Last year, our website introduced a brand new Exercise & Fitness Research Reviews section in which we regularly discuss new and exciting studies that have been carried out within the scientific community. We feel that it is very important to consider the latest fitness research, as all our training principles that we teach are based on results obtained objectively through the scientific community.
What I would like to discuss in this blog post is how to sift through the latest scientific research for your benefit in your health and fitness endeavours. There is often conflicting research that comes out of a lab, so how do you know what is accurate and what isn't? For example, one day you may hear that margarine is better than butter. The next day, a new study will conclude the complete opposite!
At university I studied advanced science with a major in biotechnology. There were obviously a large number of studies that we needed to review and in doing so, it enlightened me as to the importance of taking one study at a time and never making any assumptions, such as any one particular study being correct over all others with conflicting conclusions.
You don't need a science degree to understand the general concept of most scientific studies. However you do need to entertain each study with a fair degree of scepticism. Scientific studies are not perfect, especially those that deal with biology. Biology is such a complex topic; there so many simultaneous chemical reactions occurring with an organism that a scientist cannot possibly accommodate for every single variable. So, whilst one study may conclude that a particular training method may be the best approach for one particular goal, another study may conclude something different. This may be due to different testing environments, procedures, attention to detail, recording methodologies etc.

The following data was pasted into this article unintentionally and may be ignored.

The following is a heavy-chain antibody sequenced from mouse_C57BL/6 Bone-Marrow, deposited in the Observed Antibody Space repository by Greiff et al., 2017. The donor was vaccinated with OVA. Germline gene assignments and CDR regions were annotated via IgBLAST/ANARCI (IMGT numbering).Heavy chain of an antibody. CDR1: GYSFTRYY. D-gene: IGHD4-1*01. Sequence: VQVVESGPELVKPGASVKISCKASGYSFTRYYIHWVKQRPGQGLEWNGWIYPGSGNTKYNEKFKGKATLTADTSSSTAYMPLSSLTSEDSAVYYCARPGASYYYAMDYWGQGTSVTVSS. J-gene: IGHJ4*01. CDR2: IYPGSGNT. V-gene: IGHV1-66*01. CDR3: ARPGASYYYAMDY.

I'm fairly confident that you probably don't wish to subscribe to a scientific journal and read through all the latest results from the lab. So the point of this article is to read abroad and look at multiple reports, rather than any one in isolation. If you hear something on the news that scientists have determined that "such and such" is the best way to lose weight - do your research before implementing this into your lifestyle. Yes, one study may have come to this conclusion, but there may be 100 others that disagree. Almost without exception, the media will portray scientific studies in a news bulletin in a highly biased manner without the reporter having done substantial research.